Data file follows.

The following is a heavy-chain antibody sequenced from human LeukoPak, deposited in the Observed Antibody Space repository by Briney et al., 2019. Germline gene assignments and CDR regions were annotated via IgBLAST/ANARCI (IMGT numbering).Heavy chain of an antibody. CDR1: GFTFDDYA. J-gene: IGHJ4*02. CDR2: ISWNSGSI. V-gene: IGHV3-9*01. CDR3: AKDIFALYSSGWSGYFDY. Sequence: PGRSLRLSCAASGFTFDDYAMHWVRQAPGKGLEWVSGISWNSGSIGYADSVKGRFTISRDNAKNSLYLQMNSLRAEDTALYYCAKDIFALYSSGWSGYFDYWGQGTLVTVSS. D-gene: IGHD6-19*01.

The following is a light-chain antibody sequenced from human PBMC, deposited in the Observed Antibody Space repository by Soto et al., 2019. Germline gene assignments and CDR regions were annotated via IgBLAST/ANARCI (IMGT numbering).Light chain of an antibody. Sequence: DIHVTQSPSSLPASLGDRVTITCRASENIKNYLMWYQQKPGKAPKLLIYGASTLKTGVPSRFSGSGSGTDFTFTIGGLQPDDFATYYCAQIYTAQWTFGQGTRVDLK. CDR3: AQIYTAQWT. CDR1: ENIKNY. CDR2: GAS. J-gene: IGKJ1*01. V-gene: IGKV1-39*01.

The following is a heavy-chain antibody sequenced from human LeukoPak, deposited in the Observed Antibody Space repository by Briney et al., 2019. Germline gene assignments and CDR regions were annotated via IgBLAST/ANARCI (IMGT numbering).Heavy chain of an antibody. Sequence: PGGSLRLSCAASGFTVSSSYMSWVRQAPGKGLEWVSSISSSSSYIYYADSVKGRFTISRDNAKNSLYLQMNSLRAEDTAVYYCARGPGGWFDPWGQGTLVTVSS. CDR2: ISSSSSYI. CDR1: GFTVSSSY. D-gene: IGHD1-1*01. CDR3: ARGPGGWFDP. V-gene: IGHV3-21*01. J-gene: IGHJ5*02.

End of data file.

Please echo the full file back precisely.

The following is a heavy-chain antibody sequenced from human LeukoPak, deposited in the Observed Antibody Space repository by Briney et al., 2019. Germline gene assignments and CDR regions were annotated via IgBLAST/ANARCI (IMGT numbering).Heavy chain of an antibody. CDR1: GFTFDDYA. J-gene: IGHJ4*02. CDR2: ISWNSGSI. V-gene: IGHV3-9*01. CDR3: AKDIFALYSSGWSGYFDY. Sequence: PGRSLRLSCAASGFTFDDYAMHWVRQAPGKGLEWVSGISWNSGSIGYADSVKGRFTISRDNAKNSLYLQMNSLRAEDTALYYCAKDIFALYSSGWSGYFDYWGQGTLVTVSS. D-gene: IGHD6-19*01.

The following is a light-chain antibody sequenced from human PBMC, deposited in the Observed Antibody Space repository by Soto et al., 2019. Germline gene assignments and CDR regions were annotated via IgBLAST/ANARCI (IMGT numbering).Light chain of an antibody. Sequence: DIHVTQSPSSLPASLGDRVTITCRASENIKNYLMWYQQKPGKAPKLLIYGASTLKTGVPSRFSGSGSGTDFTFTIGGLQPDDFATYYCAQIYTAQWTFGQGTRVDLK. CDR3: AQIYTAQWT. CDR1: ENIKNY. CDR2: GAS. J-gene: IGKJ1*01. V-gene: IGKV1-39*01.

The following is a heavy-chain antibody sequenced from human LeukoPak, deposited in the Observed Antibody Space repository by Briney et al., 2019. Germline gene assignments and CDR regions were annotated via IgBLAST/ANARCI (IMGT numbering).Heavy chain of an antibody. Sequence: PGGSLRLSCAASGFTVSSSYMSWVRQAPGKGLEWVSSISSSSSYIYYADSVKGRFTISRDNAKNSLYLQMNSLRAEDTAVYYCARGPGGWFDPWGQGTLVTVSS. CDR2: ISSSSSYI. CDR1: GFTVSSSY. D-gene: IGHD1-1*01. CDR3: ARGPGGWFDP. V-gene: IGHV3-21*01. J-gene: IGHJ5*02.